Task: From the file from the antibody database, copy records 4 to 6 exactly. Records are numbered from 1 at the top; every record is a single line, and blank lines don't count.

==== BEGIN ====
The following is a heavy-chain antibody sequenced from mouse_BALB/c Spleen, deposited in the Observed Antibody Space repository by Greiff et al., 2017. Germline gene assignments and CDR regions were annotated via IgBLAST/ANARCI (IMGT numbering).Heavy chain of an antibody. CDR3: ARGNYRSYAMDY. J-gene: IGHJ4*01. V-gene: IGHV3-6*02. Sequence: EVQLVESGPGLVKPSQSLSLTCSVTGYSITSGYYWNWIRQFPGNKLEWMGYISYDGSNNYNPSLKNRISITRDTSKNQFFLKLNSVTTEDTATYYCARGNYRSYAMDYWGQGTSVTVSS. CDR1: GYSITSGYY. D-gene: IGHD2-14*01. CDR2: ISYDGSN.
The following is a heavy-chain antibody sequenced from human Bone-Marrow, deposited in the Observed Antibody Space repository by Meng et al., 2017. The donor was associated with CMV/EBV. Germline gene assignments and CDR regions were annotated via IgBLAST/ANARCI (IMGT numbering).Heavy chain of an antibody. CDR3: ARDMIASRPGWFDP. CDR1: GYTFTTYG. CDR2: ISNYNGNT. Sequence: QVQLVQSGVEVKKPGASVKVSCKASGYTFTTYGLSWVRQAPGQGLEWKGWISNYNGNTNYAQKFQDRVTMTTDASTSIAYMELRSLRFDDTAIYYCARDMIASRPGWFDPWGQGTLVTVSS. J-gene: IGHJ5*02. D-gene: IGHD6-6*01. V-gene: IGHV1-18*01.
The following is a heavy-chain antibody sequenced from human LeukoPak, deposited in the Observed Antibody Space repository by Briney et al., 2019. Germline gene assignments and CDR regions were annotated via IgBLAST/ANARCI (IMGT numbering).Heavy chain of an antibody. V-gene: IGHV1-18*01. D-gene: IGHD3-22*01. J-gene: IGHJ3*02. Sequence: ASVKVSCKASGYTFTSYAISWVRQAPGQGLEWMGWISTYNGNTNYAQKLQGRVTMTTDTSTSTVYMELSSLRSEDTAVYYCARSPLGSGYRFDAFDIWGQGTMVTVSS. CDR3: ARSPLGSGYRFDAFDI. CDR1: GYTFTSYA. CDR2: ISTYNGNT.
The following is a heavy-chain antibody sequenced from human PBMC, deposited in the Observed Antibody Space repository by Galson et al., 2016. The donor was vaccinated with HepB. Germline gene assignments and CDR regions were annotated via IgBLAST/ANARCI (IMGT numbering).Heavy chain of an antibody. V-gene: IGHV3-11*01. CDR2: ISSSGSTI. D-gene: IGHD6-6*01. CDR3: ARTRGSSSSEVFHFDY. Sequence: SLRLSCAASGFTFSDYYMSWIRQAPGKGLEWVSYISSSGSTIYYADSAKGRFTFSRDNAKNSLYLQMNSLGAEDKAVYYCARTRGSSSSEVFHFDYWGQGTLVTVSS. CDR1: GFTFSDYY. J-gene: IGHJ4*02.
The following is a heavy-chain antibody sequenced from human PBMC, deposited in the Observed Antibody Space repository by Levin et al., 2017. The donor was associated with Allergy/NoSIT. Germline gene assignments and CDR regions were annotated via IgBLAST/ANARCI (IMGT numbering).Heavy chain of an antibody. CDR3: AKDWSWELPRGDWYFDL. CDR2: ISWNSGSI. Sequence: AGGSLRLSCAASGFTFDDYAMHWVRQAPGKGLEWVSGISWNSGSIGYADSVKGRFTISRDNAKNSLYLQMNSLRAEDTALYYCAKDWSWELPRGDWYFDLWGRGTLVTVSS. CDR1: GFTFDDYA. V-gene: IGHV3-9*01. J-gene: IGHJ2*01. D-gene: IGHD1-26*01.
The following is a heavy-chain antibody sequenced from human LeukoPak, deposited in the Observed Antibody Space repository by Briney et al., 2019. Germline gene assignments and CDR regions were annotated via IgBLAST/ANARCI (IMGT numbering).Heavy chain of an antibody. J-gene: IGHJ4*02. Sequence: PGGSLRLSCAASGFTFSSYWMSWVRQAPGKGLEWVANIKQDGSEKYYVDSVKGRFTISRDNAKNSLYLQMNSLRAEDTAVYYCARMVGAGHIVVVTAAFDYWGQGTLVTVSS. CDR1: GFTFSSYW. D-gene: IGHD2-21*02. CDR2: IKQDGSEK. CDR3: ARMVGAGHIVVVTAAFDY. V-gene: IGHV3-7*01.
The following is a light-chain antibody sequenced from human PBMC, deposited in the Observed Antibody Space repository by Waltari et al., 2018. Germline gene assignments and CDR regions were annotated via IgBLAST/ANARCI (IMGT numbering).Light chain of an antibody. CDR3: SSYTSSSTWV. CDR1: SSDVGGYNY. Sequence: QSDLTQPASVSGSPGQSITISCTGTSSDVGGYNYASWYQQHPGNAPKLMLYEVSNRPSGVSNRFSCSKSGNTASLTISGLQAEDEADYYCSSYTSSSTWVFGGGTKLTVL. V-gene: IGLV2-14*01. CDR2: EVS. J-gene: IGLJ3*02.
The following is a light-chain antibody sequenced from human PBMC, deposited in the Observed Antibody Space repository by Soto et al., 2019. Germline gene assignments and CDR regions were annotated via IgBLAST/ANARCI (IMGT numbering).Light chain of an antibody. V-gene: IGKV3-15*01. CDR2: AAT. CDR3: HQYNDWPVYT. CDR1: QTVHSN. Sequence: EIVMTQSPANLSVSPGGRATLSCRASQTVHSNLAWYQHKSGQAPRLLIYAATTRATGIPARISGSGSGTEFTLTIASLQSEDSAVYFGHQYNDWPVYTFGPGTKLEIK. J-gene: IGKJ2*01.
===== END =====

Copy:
The following is a heavy-chain antibody sequenced from human PBMC, deposited in the Observed Antibody Space repository by Galson et al., 2016. The donor was vaccinated with HepB. Germline gene assignments and CDR regions were annotated via IgBLAST/ANARCI (IMGT numbering).Heavy chain of an antibody. V-gene: IGHV3-11*01. CDR2: ISSSGSTI. D-gene: IGHD6-6*01. CDR3: ARTRGSSSSEVFHFDY. Sequence: SLRLSCAASGFTFSDYYMSWIRQAPGKGLEWVSYISSSGSTIYYADSAKGRFTFSRDNAKNSLYLQMNSLGAEDKAVYYCARTRGSSSSEVFHFDYWGQGTLVTVSS. CDR1: GFTFSDYY. J-gene: IGHJ4*02.
The following is a heavy-chain antibody sequenced from human PBMC, deposited in the Observed Antibody Space repository by Levin et al., 2017. The donor was associated with Allergy/NoSIT. Germline gene assignments and CDR regions were annotated via IgBLAST/ANARCI (IMGT numbering).Heavy chain of an antibody. CDR3: AKDWSWELPRGDWYFDL. CDR2: ISWNSGSI. Sequence: AGGSLRLSCAASGFTFDDYAMHWVRQAPGKGLEWVSGISWNSGSIGYADSVKGRFTISRDNAKNSLYLQMNSLRAEDTALYYCAKDWSWELPRGDWYFDLWGRGTLVTVSS. CDR1: GFTFDDYA. V-gene: IGHV3-9*01. J-gene: IGHJ2*01. D-gene: IGHD1-26*01.
The following is a heavy-chain antibody sequenced from human LeukoPak, deposited in the Observed Antibody Space repository by Briney et al., 2019. Germline gene assignments and CDR regions were annotated via IgBLAST/ANARCI (IMGT numbering).Heavy chain of an antibody. J-gene: IGHJ4*02. Sequence: PGGSLRLSCAASGFTFSSYWMSWVRQAPGKGLEWVANIKQDGSEKYYVDSVKGRFTISRDNAKNSLYLQMNSLRAEDTAVYYCARMVGAGHIVVVTAAFDYWGQGTLVTVSS. CDR1: GFTFSSYW. D-gene: IGHD2-21*02. CDR2: IKQDGSEK. CDR3: ARMVGAGHIVVVTAAFDY. V-gene: IGHV3-7*01.